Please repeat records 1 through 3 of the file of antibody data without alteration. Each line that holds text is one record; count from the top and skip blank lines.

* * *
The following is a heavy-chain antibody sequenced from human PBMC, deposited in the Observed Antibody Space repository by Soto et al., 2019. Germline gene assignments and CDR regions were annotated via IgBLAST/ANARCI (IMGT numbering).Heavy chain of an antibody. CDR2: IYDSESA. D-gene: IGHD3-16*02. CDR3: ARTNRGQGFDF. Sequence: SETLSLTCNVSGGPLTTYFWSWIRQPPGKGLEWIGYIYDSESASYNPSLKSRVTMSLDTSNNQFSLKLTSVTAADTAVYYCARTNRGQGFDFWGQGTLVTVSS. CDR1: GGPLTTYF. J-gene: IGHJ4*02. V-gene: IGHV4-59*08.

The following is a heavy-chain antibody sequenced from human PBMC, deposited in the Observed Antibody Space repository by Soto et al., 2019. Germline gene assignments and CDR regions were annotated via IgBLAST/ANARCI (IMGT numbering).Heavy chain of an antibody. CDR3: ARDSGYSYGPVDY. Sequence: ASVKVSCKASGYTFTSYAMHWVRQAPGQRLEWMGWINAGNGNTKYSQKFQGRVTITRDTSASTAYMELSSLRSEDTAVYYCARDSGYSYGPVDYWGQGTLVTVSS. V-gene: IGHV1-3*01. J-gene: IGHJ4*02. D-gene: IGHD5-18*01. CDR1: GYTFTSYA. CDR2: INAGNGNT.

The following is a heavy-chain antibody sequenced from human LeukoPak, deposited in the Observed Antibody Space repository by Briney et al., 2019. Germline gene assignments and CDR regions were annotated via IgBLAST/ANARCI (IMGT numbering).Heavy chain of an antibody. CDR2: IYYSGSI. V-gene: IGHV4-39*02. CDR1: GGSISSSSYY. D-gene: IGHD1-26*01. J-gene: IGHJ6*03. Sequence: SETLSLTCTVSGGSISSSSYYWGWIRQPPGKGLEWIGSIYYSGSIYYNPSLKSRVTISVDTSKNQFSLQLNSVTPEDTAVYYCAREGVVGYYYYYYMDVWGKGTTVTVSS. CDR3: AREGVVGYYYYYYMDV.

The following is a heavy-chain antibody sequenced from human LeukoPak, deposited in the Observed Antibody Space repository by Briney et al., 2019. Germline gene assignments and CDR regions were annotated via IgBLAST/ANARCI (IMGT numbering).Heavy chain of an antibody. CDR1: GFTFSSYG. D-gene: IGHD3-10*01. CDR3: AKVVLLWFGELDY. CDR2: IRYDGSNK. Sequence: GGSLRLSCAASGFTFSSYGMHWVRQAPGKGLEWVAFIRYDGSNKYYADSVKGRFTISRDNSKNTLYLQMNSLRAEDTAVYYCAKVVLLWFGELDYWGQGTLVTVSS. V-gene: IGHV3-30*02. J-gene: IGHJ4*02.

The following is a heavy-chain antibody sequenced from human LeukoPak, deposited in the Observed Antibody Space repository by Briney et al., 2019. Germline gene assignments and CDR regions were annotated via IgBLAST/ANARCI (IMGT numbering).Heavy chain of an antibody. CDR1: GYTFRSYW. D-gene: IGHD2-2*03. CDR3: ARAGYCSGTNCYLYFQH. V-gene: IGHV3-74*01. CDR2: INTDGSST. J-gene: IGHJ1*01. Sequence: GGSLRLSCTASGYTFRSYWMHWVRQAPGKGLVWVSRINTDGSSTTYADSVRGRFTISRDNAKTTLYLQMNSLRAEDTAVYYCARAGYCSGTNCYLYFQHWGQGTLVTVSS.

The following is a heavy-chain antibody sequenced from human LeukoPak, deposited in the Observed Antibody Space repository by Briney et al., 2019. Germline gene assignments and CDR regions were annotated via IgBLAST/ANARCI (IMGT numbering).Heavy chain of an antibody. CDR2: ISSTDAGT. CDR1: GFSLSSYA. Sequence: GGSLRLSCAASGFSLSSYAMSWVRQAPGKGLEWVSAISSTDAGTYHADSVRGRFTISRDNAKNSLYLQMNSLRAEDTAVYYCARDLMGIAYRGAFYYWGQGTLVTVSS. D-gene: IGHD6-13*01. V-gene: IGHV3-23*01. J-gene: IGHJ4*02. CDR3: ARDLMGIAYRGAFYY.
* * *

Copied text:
The following is a heavy-chain antibody sequenced from human PBMC, deposited in the Observed Antibody Space repository by Soto et al., 2019. Germline gene assignments and CDR regions were annotated via IgBLAST/ANARCI (IMGT numbering).Heavy chain of an antibody. CDR2: IYDSESA. D-gene: IGHD3-16*02. CDR3: ARTNRGQGFDF. Sequence: SETLSLTCNVSGGPLTTYFWSWIRQPPGKGLEWIGYIYDSESASYNPSLKSRVTMSLDTSNNQFSLKLTSVTAADTAVYYCARTNRGQGFDFWGQGTLVTVSS. CDR1: GGPLTTYF. J-gene: IGHJ4*02. V-gene: IGHV4-59*08.

The following is a heavy-chain antibody sequenced from human PBMC, deposited in the Observed Antibody Space repository by Soto et al., 2019. Germline gene assignments and CDR regions were annotated via IgBLAST/ANARCI (IMGT numbering).Heavy chain of an antibody. CDR3: ARDSGYSYGPVDY. Sequence: ASVKVSCKASGYTFTSYAMHWVRQAPGQRLEWMGWINAGNGNTKYSQKFQGRVTITRDTSASTAYMELSSLRSEDTAVYYCARDSGYSYGPVDYWGQGTLVTVSS. V-gene: IGHV1-3*01. J-gene: IGHJ4*02. D-gene: IGHD5-18*01. CDR1: GYTFTSYA. CDR2: INAGNGNT.

The following is a heavy-chain antibody sequenced from human LeukoPak, deposited in the Observed Antibody Space repository by Briney et al., 2019. Germline gene assignments and CDR regions were annotated via IgBLAST/ANARCI (IMGT numbering).Heavy chain of an antibody. CDR2: IYYSGSI. V-gene: IGHV4-39*02. CDR1: GGSISSSSYY. D-gene: IGHD1-26*01. J-gene: IGHJ6*03. Sequence: SETLSLTCTVSGGSISSSSYYWGWIRQPPGKGLEWIGSIYYSGSIYYNPSLKSRVTISVDTSKNQFSLQLNSVTPEDTAVYYCAREGVVGYYYYYYMDVWGKGTTVTVSS. CDR3: AREGVVGYYYYYYMDV.